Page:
James Dyson electric car details and launch date

Dyson scraps electric car plans

Company claims it couldn't make the car it was making "commercially viable"

DYSON has announced it will be shutting down its automotive division — putting an end to the company’s much-publicised plans of becoming a pure-electric car maker.

According to Dyson founder and chief executive James Dyson, the electric car project has been scrapped as the tech company “simply cannot make [the vehicle] commercially viable”.

This is despite the company allocating £550m to the redevelopment of the RAF Hullavington airfield into a electric car R&D and testing facility, and earmarking a site in Singapore at which to build a purpose-built, two-storey car factory.

While Dyson hasn’t explicitly ruled out selling the remnants of its car division to interested parties, a statement read: “We have been through a serious process to find a buyer for the project which has, unfortunately, been unsuccessful so far.”

Even though the car project is now no more, Dyson is remaining incredibly coy over details of the vehicle it had been developing. The company would only describe the pure-electric model as being “a fantastic car” that would have used a solid-state battery setup, rather than the lithium-ion technology used in electric production cars today.

A patent image of the now-cancelled car suggests whatever it was Dyson was working on may have been an SUV-style, five-door car that wasn’t too dissimilar in concept to the pure-electric Jaguar I-Pace.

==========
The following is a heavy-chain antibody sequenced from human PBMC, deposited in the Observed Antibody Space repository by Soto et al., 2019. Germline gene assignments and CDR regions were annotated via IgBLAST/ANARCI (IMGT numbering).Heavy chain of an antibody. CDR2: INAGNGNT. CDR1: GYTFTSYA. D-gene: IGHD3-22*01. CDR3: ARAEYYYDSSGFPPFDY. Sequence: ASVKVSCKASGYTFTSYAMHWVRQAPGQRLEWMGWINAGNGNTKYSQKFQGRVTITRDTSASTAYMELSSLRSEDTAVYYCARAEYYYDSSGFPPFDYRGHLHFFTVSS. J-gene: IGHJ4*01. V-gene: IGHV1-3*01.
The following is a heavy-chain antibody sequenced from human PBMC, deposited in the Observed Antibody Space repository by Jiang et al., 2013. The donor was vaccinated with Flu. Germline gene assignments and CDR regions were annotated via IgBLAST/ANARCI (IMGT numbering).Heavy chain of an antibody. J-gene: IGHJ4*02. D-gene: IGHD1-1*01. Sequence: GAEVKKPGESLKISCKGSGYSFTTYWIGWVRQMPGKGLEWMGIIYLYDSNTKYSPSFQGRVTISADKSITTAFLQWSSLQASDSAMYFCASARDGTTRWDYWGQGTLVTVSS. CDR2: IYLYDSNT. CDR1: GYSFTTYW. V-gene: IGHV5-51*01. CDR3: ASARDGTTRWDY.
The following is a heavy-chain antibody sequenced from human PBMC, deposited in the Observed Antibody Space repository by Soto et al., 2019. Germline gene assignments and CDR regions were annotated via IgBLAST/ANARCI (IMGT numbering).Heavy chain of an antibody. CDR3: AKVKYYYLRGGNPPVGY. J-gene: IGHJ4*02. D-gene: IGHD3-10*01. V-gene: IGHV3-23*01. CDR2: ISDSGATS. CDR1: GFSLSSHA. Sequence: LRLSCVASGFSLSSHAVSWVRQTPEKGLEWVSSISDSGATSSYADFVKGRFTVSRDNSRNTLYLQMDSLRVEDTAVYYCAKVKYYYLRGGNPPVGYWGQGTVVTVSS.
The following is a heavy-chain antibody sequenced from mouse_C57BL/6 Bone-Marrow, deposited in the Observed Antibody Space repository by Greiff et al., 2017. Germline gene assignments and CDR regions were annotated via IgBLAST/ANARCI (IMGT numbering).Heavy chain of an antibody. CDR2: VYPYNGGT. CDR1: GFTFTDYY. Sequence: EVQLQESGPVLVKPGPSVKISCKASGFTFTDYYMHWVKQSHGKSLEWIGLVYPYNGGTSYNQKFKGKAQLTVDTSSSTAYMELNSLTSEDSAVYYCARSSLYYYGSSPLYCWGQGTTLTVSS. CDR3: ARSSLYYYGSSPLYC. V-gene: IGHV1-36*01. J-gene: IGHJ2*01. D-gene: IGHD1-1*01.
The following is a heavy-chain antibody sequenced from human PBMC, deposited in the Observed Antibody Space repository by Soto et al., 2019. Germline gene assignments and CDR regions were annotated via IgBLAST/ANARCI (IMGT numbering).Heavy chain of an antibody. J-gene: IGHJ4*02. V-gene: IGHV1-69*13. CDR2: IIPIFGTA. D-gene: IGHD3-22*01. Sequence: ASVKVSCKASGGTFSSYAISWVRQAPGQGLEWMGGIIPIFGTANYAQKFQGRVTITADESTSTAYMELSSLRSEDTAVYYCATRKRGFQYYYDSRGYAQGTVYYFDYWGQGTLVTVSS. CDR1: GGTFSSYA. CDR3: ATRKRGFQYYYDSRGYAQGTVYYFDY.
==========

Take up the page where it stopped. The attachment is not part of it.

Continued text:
Dyson electric car patent image

Previous reports indicated Dyson was considering a range of pure-electric cars that consisted of three models. None of the vehicles were officially revealed, though it’s understood the first one would have been a “niche appeal” car that would have gone on sale at some point in 2020.

Assuming the technology Dyson’s developed would be mature enough for production, a solid-state battery would in theory have allowed faster charging times than equivalent lithium-ion battery packs. At the time of writing, Dyson has yet to reveal just what sort of charge speeds its car batteries would have been capable of, or how long they’d be able to retain their charge before they were run flat.

Despite the axing of the automotive project, Dyson says it has no plans to depart its electric car development facility, as the company has pledged it will “continue to expand” at the Hullavington site. It also claims it will continue its research into solid-state battery systems, though it remains unclear if Dyson has any plans to use this technology in any future automotive applications as a third-party supplier.

It’s also yet to be seen how many members of the Dyson Automotive team will be able to stay at the company. Dyson claims it is “working to quickly find alternative roles within Dyson for as many of the team as possible and we have sufficient vacancies to absorb most of the people into our Home business,” and says it will support staff who are unable to find a new position or decide to leave the company.

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